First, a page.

I hear it's officially TV-Turnoff Week. Those who know me know I'm more likely to respond negatively to social pressure like that. Still, I'm not about to turn on the television just to be different.
But if TV is a regular part of your life, do yourself a huge favor and turn it off. Start with a week, but don't stop there. What would you give for an extra four hours in your day? More than 20 more hours in your week? Even if you are one of the very rare folks who watches only half an hour a day, think about what you could do in that time. With just half an hour each day you could learn to play a musical instrument, learn a foreign language, read many books, keep in touch with far away friends and family, create your own weblog, spend time in serious, concentrated prayer, get some much-needed sleep, learn to juggle, create a garden, get in shape...and accomplish at least one if not many of those things you say you'd love to do, "but I don't have time." Go for it! You have nothing to lose but your chains.
Here are some more interesting links:
Excerpts from Marie Winn's The Plug-In DrugRuben Bolling's fabulous comic, Flowers for Trinitron.
Here is some information on Memorial Day by the Department of Veterans' Affairs.And here is a link to our Veterans' Day tribute to all who have laid their lives on the line for our country, including two family members who died in World War I.
I was curious to compare the ingredients and nutritional value of the two varieties of soy milk in my refrigerator: Organic Valley Soy Vanilla, and Silk Unsweetened Soymilk. Staring at the nutritional labelling, I couldn't get past the beginning. Two half-gallon containers. Both say "Serving size: 1 cup." The Organic Valley carton says the expected, "Servings per container: 8," whereas the Silk Unsweetened says, "Servings per container: 4."When kids would come to me for tutoring in mathematics, I would often feed them cookies, claiming this would help their "math brains." I offer the above as evidence that sugar is, indeed, important for correct mathematical thinking.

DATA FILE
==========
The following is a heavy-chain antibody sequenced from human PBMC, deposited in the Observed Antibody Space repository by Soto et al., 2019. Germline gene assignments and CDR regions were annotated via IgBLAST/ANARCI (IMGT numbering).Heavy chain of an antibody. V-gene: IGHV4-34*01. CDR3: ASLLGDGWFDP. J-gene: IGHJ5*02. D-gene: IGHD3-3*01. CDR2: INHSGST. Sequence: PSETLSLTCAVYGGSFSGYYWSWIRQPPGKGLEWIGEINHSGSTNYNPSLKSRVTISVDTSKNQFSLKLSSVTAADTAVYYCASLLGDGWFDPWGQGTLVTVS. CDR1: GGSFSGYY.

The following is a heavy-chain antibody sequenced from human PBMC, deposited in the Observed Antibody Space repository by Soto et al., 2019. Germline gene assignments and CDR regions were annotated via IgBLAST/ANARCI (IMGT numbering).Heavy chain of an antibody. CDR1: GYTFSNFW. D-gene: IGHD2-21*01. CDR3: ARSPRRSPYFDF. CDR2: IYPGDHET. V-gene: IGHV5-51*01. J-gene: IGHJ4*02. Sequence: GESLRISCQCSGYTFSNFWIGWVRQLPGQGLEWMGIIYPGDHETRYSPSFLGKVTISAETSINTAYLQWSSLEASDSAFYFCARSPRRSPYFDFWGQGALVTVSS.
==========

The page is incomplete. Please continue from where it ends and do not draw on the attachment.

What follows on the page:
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- Opening prayer.
- Sing music or listen to performed music.
- Listen to a speech.
- Closing prayer.
I find that interesting because I disagree strongly. It is certainly true of some churches, but I wouldn't say majority—at least it would not characterize most of the churches I've been to. And certainly not what I would consider a more ideal "script" if you want one, which would be simply...
- The Word (Scripture and sermon)
- The Eucharist
A friend sent me the following Frazz comic and I was immediately hooked. The setting is an elementary school, and the main characters are Frazz (school janitor and Renaissance Man), Caulfield (a genius who hates school because it bores him; he hangs out with Frazz a lot), Mrs. Olsen (Caulfield's teacher), Mr. Burke (the school's best teacher, and Frazz's best friend), Mr. Spaetzle (the principal), Miss Plainwell (first grade teacher).
I've never been much of a Kurt Vonnegut, Jr. fan, but his short story, Harrison Bergeron, has haunted me since I first read it, long before frustrations with our chidren's schools brought us head to head with its stunning reality. Written in 1961, Vonnegut's warning is yet more accurate and more frightening today. (More)
That sentence is enough to make half the readers of this blog think I’m insane, and the other half think I’m possessed. Be that as it may, it’s the best way I know to explain the way I think. (More)